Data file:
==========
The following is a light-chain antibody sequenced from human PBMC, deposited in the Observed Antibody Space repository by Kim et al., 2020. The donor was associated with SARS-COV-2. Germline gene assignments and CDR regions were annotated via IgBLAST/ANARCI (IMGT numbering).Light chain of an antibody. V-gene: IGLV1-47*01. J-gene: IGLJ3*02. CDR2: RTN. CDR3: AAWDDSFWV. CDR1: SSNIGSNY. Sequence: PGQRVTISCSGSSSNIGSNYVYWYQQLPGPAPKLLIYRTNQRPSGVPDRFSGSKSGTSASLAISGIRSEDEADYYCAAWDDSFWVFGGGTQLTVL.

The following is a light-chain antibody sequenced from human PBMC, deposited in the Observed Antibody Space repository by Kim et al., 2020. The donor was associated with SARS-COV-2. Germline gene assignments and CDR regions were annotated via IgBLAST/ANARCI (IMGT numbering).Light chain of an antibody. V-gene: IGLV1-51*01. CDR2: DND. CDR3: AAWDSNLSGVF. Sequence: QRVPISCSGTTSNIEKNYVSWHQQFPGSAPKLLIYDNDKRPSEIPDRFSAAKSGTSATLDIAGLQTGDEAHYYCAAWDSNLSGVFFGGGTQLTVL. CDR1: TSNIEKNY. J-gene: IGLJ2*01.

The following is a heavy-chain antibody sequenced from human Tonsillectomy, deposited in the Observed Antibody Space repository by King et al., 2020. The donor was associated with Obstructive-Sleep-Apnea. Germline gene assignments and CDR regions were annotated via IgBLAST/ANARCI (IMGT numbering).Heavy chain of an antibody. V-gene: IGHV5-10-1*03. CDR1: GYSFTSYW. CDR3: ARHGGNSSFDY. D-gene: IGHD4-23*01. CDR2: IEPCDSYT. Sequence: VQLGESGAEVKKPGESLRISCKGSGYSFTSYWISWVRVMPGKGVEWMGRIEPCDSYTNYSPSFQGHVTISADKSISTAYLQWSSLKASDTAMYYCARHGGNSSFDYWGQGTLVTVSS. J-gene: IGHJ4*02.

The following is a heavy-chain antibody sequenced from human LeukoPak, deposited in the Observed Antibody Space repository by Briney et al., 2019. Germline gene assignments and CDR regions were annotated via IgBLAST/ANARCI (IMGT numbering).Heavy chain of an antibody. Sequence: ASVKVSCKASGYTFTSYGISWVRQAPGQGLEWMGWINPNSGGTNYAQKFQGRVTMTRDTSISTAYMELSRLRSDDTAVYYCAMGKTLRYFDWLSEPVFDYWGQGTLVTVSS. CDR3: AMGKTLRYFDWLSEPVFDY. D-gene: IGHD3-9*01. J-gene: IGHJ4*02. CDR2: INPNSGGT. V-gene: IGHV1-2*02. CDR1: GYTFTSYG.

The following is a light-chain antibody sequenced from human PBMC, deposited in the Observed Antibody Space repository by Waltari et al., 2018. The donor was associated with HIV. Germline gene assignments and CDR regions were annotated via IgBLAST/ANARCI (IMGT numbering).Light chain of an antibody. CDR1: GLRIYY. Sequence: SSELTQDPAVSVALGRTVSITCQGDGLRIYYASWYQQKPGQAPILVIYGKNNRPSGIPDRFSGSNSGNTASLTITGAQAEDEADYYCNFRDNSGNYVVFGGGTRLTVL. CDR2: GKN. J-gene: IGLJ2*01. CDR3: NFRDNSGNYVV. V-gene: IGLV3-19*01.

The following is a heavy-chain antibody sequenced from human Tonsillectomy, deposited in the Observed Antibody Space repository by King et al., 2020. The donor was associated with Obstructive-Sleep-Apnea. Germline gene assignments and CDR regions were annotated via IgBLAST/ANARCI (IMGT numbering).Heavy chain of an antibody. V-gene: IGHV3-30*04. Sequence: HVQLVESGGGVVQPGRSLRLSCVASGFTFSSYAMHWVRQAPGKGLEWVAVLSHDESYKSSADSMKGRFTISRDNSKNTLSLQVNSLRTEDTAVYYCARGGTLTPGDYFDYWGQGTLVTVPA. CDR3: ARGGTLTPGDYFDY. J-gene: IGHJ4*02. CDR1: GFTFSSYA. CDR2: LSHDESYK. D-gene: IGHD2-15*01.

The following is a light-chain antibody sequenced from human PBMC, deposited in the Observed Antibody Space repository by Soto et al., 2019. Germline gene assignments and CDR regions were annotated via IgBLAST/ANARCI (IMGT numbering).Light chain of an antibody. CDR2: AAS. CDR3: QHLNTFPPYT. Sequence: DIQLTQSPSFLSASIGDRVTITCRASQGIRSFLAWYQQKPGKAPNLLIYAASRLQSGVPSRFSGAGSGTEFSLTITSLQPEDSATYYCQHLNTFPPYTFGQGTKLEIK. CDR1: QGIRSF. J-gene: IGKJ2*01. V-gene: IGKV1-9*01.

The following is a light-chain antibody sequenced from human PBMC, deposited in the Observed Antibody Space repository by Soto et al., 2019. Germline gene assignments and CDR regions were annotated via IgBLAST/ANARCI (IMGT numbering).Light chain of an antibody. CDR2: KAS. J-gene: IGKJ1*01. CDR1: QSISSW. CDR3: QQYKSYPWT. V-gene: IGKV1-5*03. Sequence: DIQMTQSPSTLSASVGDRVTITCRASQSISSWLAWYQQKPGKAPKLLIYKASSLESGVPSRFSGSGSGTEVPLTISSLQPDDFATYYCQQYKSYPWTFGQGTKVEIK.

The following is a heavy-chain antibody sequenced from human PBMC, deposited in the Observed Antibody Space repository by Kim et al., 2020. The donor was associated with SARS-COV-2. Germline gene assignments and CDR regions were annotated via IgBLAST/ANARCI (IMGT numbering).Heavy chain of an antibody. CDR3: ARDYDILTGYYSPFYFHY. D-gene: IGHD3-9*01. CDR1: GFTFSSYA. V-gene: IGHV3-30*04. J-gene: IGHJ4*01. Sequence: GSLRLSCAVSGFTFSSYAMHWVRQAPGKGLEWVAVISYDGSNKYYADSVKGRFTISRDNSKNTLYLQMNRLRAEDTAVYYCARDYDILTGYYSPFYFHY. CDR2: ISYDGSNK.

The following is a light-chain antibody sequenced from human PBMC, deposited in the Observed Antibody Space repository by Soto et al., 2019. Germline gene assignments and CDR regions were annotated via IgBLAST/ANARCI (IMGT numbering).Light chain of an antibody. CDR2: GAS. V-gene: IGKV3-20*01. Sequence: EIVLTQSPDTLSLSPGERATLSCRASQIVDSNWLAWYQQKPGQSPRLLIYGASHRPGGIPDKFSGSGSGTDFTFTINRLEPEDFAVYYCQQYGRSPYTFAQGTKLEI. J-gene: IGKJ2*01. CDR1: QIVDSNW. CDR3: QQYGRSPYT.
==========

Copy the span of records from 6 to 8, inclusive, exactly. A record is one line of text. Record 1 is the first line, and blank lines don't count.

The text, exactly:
The following is a heavy-chain antibody sequenced from human Tonsillectomy, deposited in the Observed Antibody Space repository by King et al., 2020. The donor was associated with Obstructive-Sleep-Apnea. Germline gene assignments and CDR regions were annotated via IgBLAST/ANARCI (IMGT numbering).Heavy chain of an antibody. V-gene: IGHV3-30*04. Sequence: HVQLVESGGGVVQPGRSLRLSCVASGFTFSSYAMHWVRQAPGKGLEWVAVLSHDESYKSSADSMKGRFTISRDNSKNTLSLQVNSLRTEDTAVYYCARGGTLTPGDYFDYWGQGTLVTVPA. CDR3: ARGGTLTPGDYFDY. J-gene: IGHJ4*02. CDR1: GFTFSSYA. CDR2: LSHDESYK. D-gene: IGHD2-15*01.

The following is a light-chain antibody sequenced from human PBMC, deposited in the Observed Antibody Space repository by Soto et al., 2019. Germline gene assignments and CDR regions were annotated via IgBLAST/ANARCI (IMGT numbering).Light chain of an antibody. CDR2: AAS. CDR3: QHLNTFPPYT. Sequence: DIQLTQSPSFLSASIGDRVTITCRASQGIRSFLAWYQQKPGKAPNLLIYAASRLQSGVPSRFSGAGSGTEFSLTITSLQPEDSATYYCQHLNTFPPYTFGQGTKLEIK. CDR1: QGIRSF. J-gene: IGKJ2*01. V-gene: IGKV1-9*01.

The following is a light-chain antibody sequenced from human PBMC, deposited in the Observed Antibody Space repository by Soto et al., 2019. Germline gene assignments and CDR regions were annotated via IgBLAST/ANARCI (IMGT numbering).Light chain of an antibody. CDR2: KAS. J-gene: IGKJ1*01. CDR1: QSISSW. CDR3: QQYKSYPWT. V-gene: IGKV1-5*03. Sequence: DIQMTQSPSTLSASVGDRVTITCRASQSISSWLAWYQQKPGKAPKLLIYKASSLESGVPSRFSGSGSGTEVPLTISSLQPDDFATYYCQQYKSYPWTFGQGTKVEIK.